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  1. Psychiatry as Cognitive Neuroscience: Philosophical Perspectives.Matthew Broome & Lisa Bortolotti (eds.) - 2009 - New York: Oxford University Press.
    Neuroscience has long had an impact on the field of psychiatry, and over the last two decades, with the advent of cognitive neuroscience and functional neuroimaging, that influence has been most pronounced. However, many question whether psychopathology can be understood by relying on neuroscience alone, and highlight some of the perceived limits to the way in which neuroscience informs psychiatry. -/- Psychiatry as Cognitive Neuroscience is a philosophical analysis of the role of neuroscience in the study of psychopathology. The book (...)
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  • Explaining the brain: mechanisms and the mosaic unity of neuroscience.Carl F. Craver - 2007 - New York : Oxford University Press,: Oxford University Press, Clarendon Press.
    Carl Craver investigates what we are doing when we sue neuroscience to explain what's going on in the brain.
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  • The Role of Comorbidity in the Crisis of the Current Psychiatric Classification System: Comorbidity.Massimiliano Aragona - 2009 - Philosophy, Psychiatry, and Psychology 16 (1):1-11.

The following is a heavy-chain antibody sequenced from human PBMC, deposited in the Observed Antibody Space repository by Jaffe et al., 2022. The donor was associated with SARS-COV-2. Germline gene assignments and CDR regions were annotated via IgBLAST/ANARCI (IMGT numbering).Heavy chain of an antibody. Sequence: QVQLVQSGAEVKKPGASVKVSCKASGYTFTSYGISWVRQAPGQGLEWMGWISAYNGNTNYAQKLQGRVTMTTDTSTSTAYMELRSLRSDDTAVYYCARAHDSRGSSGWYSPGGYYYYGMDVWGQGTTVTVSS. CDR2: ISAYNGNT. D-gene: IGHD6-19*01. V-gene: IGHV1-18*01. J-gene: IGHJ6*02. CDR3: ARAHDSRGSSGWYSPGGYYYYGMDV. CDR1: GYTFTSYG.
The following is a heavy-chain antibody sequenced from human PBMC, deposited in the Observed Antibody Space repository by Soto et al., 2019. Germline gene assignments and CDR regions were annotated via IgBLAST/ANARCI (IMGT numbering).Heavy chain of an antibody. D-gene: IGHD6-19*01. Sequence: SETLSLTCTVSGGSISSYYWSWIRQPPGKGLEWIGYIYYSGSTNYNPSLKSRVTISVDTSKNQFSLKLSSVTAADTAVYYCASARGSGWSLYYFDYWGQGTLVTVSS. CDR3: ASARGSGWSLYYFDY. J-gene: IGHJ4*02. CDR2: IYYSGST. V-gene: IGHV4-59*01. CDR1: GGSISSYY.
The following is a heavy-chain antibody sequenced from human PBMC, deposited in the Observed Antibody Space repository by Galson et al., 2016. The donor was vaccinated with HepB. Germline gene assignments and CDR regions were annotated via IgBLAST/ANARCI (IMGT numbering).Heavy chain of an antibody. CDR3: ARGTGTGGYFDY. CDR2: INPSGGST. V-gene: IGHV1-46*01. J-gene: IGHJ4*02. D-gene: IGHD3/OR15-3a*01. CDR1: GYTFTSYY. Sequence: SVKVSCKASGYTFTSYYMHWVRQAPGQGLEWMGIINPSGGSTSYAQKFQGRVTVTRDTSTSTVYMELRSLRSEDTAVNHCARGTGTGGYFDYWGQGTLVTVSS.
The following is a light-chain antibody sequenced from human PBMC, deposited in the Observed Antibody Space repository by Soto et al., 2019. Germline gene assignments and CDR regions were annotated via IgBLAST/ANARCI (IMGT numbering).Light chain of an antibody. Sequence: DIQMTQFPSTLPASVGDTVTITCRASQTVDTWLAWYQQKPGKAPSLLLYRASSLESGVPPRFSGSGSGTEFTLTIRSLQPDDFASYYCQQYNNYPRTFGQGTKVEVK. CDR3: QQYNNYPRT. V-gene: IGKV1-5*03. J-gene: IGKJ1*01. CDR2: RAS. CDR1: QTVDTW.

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  • Discovering Complexity: Decomposition and Localization as Strategies in Scientific Research.William Bechtel & Robert C. Richardson - 2010 - Princeton.
    An analysis of two heuristic strategies for the development of mechanistic models, illustrated with historical examples from the life sciences. In Discovering Complexity, William Bechtel and Robert Richardson examine two heuristics that guided the development of mechanistic models in the life sciences: decomposition and localization. Drawing on historical cases from disciplines including cell biology, cognitive neuroscience, and genetics, they identify a number of "choice points" that life scientists confront in developing mechanistic explanations and show how different choices result in divergent (...)
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  • Mental Mechanisms: Philosophical Perspectives on Cognitive Neuroscience.William Bechtel - 2007 - Psychology Press.
    A variety of scientific disciplines have set as their task explaining mental activities, recognizing that in some way these activities depend upon our brain. But, until recently, the opportunities to conduct experiments directly on our brains were limited. As a result, research efforts were split between disciplines such as cognitive psychology, linguistics, and artificial intelligence that investigated behavior, while disciplines such as neuroanatomy, neurophysiology, and genetics experimented on the brains of non-human animals. In recent decades these disciplines integrated, and with (...)
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